Being hired as the first female organist at St. Paul’s Cathedral in London, England was music to Rachel Mahon’s ears.
Cool job: Organist
Playing the 320-year old grand organ at London’s St. Paul’s Cathedral, one of the United Kingdom’s most treasured spiritual and cultural institutions, is a dreamy prospect for most organists — but that dream is coming true for Rachel Mahon (BMusP, 2013). When the 24-year-old starts her one-year term as an organ scholar this September, she will help direct choir rehearsals, perform in church services, play in recitals, and be the assistant choir librarian. But Mahon will do much more than make music — she’ll also make history as the iconic church’s first female organist.
How did it feel to learn you got the organ scholar job at St. Paul’s Cathedral?
I was obviously over the moon, very, very excited. Most of the cathedrals in England have organ scholarships, but to be at St. Paul’s, which is one of the biggest and most well-known cathedrals, is definitely a dream job. It’s a really neat experience to play in a building that is such a beautiful and historic structure.
Of all the instruments you could specialize in, why did you choose the organ?
The organ has such a wide variety of repertoire that spans, like, 500 years. So, you can play all sorts of different styles and dynamics. The organ is like an orchestra, because you can produce and re-create so many different sounds on it. So there is lots to do on it, and your imagination can run wild on the organ. I think it’s a really expressive instrument.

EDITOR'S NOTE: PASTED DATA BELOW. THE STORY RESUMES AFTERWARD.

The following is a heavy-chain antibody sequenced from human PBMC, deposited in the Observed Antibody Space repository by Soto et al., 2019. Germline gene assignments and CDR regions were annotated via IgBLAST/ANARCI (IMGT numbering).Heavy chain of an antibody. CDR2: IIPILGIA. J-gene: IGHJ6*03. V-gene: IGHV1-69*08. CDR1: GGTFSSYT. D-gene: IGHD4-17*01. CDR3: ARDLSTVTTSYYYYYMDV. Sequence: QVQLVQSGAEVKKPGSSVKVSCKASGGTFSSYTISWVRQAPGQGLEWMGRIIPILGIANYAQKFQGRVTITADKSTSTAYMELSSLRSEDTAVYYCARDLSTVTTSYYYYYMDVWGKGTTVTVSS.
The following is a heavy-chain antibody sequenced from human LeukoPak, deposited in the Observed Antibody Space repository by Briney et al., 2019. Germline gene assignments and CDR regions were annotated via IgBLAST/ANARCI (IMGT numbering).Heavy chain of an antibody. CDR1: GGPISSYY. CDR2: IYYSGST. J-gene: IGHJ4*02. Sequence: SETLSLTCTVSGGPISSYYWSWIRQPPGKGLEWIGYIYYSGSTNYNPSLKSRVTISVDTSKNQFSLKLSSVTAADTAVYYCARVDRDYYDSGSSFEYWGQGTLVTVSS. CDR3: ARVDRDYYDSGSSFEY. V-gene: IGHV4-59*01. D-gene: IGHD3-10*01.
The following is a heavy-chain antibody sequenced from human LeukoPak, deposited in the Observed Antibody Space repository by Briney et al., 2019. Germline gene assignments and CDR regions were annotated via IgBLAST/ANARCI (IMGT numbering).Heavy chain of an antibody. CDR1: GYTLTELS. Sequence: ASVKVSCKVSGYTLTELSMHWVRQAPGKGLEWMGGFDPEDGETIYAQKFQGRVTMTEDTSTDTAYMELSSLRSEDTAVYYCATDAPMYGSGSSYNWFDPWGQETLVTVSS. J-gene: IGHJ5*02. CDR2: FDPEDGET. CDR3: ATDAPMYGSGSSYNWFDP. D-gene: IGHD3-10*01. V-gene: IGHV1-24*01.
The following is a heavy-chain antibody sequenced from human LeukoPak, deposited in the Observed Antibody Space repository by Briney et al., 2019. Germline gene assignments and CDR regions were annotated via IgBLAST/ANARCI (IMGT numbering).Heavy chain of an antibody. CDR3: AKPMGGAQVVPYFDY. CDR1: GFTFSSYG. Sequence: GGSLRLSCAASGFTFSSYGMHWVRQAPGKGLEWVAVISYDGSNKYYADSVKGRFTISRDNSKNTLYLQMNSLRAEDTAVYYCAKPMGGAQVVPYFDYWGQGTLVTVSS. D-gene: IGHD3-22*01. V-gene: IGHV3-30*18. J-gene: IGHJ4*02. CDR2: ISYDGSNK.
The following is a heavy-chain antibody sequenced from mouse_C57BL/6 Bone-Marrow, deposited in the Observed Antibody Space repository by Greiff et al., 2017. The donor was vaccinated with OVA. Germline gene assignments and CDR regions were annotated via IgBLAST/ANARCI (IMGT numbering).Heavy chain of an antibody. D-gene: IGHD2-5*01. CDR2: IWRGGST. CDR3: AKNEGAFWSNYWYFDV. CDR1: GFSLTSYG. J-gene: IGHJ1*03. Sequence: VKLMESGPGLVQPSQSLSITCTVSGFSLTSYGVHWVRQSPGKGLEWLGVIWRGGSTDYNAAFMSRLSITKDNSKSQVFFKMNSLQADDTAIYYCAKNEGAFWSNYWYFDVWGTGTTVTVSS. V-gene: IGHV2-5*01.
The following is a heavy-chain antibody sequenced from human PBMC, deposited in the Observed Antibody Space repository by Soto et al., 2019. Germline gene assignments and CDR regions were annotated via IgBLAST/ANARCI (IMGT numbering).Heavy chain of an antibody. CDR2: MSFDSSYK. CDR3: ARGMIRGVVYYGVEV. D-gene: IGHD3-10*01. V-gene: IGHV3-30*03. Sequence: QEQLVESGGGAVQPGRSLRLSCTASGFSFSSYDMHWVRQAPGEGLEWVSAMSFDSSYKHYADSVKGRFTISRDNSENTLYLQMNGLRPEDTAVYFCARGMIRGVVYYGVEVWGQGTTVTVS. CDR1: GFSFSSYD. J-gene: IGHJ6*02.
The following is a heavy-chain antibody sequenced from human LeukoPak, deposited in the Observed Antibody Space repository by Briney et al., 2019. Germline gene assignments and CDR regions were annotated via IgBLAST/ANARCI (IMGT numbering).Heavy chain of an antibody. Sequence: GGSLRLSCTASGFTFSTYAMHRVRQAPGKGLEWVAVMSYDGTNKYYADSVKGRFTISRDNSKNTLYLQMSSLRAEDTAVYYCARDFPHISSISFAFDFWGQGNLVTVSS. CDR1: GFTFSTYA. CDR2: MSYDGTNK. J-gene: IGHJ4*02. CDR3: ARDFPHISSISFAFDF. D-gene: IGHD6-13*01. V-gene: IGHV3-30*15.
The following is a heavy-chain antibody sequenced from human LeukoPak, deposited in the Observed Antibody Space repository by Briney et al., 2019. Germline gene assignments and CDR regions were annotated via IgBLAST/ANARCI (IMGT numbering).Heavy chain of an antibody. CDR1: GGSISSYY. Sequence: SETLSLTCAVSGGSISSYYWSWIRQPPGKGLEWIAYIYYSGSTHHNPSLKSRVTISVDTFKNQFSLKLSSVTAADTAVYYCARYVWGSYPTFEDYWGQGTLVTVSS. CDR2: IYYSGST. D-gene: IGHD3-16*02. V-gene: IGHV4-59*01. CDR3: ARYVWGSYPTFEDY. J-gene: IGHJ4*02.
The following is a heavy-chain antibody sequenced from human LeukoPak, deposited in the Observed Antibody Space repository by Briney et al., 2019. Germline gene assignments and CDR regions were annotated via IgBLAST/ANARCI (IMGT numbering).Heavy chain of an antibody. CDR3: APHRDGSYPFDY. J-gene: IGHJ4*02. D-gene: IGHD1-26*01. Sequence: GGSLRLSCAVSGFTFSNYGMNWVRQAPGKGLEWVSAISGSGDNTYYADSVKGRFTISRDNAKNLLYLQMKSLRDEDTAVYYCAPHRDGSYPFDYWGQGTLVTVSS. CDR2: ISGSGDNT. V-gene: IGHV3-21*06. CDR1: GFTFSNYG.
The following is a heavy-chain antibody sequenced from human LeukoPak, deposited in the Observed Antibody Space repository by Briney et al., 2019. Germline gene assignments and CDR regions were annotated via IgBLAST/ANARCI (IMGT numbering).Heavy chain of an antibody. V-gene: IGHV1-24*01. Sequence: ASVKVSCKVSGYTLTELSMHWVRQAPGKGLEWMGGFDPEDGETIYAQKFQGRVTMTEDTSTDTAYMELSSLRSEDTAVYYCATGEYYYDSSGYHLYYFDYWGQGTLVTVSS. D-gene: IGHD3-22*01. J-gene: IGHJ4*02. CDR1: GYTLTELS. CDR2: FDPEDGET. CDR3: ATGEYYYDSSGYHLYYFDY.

You have been an organ scholar at U of T’s Trinity College and at St. James Cathedral in Toronto, and are currently at Truro Cathedral in Cornwall, England. You have also performed with several choirs, including the esteemed Toronto Mendelssohn Choir. How have you been able to succeed in such a niche field?
Because Toronto is such a big city, there were several opportunities to fill in for organists who were away in the summer, and that’s how you get your foot in the door…The other factor is that this is not a very popular field. You may not meet any organists in your lifetime, and for that reason, a lot of places are looking for organists. Young organists, especially, are kind of a novelty since there are so few of them, so I guess places jump at the chance to hire them.
In addition to playing professionally, you are also a member of Organized Crime, an organ entertainment duo you started three years ago with your friend Sarah Svendsen. How are those gigs going?
Although Sarah is at university in the United States and I live in England, Toronto is a home base for both of us and we still perform together, although not as frequently as we would wish, and plan on doing so for years to come. We actually have a show next week in Truro.
What does it mean to you that you’ll be the cathedral’s first female organist?
It’s exciting, but I don’t really think it’s all that relevant. I mean, yeah, I guess I’ll be making history as the first woman. I think I’ll be the first of many. Really, it doesn’t matter when it comes to playing the organ. It’s how well you play, and I think men and women play equally as well as one another.
How do you feel when you are playing the organ?
It makes me happy. I was playing a concert last night, and in the middle of the concert, I was just thinking to myself as I was playing, you know, a lot of work goes into this, but just sitting here and being able to actually do this for a living is pretty awesome.